39

I'm looking for something of the ilk of a technical/legal reason, not one that is about negotiating stances or consequences or political inconveniences that go "against Brexit". I'll give 2 examples of things I'm not looking for and why because I want this to be a very strict question. Negotiating stance: The EU demands it or it refuses to sign ...


39

This is why. Last time there were border posts, the IRA blew them up. Today (10 April 2019) is the 21st anniversary of the Good Friday Agreement.


38

This is in answer to the sub-question: since you mention Gerry Adams was needed in the agreement, does this mean Ireland supports the unrest in Northern Ireland? If so, can the UK simply declare war (The Troubles certainly looks like an act of war) "Simply declare war" == murder a significant number of people, including civilians, for what purpose? ...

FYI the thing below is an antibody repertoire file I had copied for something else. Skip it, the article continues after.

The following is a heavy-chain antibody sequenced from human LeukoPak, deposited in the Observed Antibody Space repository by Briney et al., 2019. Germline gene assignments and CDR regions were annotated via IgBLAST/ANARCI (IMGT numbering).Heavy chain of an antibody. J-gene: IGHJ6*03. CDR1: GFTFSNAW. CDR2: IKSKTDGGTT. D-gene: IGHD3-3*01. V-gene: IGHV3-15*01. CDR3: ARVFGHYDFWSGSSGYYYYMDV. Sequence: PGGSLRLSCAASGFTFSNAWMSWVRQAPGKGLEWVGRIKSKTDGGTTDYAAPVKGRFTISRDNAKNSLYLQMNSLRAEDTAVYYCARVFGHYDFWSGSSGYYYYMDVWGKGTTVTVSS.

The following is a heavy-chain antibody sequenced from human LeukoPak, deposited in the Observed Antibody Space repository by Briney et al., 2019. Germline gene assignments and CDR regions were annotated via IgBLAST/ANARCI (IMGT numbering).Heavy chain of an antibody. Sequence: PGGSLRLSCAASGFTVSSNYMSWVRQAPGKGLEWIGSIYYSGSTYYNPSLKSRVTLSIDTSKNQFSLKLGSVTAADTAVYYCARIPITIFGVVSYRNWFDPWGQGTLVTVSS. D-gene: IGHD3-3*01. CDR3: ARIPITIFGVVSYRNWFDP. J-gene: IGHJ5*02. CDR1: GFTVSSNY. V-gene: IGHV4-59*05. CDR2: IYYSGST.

36

The "border in the Irish Sea" refers to a regulatory border, namely a customs border, that would require customs inspections of vehicles traveling between Northern Ireland and rest of the United Kingdom. More specifically, it refers to a plan to have Northern Ireland be a separate customs territory from the rest of the UK so it can remain in the EU customs ...


31

The brexiteers don't really want anything regarding the Irish border. It's just a problem preventing them getting the hard brexit that they want, and since they don't have a real solution for it they just want to pretend it's not really a problem. That's all it is, an annoying roadblock for them.


30

The Good Friday Agreement ended decades of violence in Northern Ireland between Unionists (British/Protestant) and Nationalists (Irish/Catholic). It did this, in part, by essentially allowing two nations to exists in the country of Northern Ireland. Those that wished to be British could have a British passport, wave a Union flag and call themselves British ...


30

Irish Nationalists, mostly from the Catholic community, have been trying to achieve an independent and unified Ireland for hundreds of years. Before 1921 the whole of Ireland was part of the United Kingdom. At that time Ireland was partitioned. From the late 1960s until the adoption of the Good Friday Agreement there was an active paramilitary and terrorist ...